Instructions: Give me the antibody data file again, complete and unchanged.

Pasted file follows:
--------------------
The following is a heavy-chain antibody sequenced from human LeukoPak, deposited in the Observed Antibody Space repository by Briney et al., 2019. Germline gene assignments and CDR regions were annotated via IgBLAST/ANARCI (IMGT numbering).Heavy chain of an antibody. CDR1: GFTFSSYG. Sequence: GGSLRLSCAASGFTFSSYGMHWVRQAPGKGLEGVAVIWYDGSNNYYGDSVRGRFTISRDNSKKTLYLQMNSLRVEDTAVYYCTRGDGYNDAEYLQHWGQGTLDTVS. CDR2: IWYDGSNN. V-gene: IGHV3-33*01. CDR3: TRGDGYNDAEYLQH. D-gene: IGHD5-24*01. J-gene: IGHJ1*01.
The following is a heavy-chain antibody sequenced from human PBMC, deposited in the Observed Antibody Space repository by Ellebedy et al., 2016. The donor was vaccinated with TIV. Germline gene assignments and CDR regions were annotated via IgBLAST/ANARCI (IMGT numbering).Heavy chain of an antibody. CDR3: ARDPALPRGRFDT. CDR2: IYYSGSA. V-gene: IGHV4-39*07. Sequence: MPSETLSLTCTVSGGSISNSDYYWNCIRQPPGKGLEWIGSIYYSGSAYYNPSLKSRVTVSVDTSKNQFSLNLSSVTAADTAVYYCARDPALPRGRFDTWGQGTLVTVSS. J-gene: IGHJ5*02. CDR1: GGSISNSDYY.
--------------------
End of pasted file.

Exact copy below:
The following is a heavy-chain antibody sequenced from human LeukoPak, deposited in the Observed Antibody Space repository by Briney et al., 2019. Germline gene assignments and CDR regions were annotated via IgBLAST/ANARCI (IMGT numbering).Heavy chain of an antibody. CDR1: GFTFSSYG. Sequence: GGSLRLSCAASGFTFSSYGMHWVRQAPGKGLEGVAVIWYDGSNNYYGDSVRGRFTISRDNSKKTLYLQMNSLRVEDTAVYYCTRGDGYNDAEYLQHWGQGTLDTVS. CDR2: IWYDGSNN. V-gene: IGHV3-33*01. CDR3: TRGDGYNDAEYLQH. D-gene: IGHD5-24*01. J-gene: IGHJ1*01.
The following is a heavy-chain antibody sequenced from human PBMC, deposited in the Observed Antibody Space repository by Ellebedy et al., 2016. The donor was vaccinated with TIV. Germline gene assignments and CDR regions were annotated via IgBLAST/ANARCI (IMGT numbering).Heavy chain of an antibody. CDR3: ARDPALPRGRFDT. CDR2: IYYSGSA. V-gene: IGHV4-39*07. Sequence: MPSETLSLTCTVSGGSISNSDYYWNCIRQPPGKGLEWIGSIYYSGSAYYNPSLKSRVTVSVDTSKNQFSLNLSSVTAADTAVYYCARDPALPRGRFDTWGQGTLVTVSS. J-gene: IGHJ5*02. CDR1: GGSISNSDYY.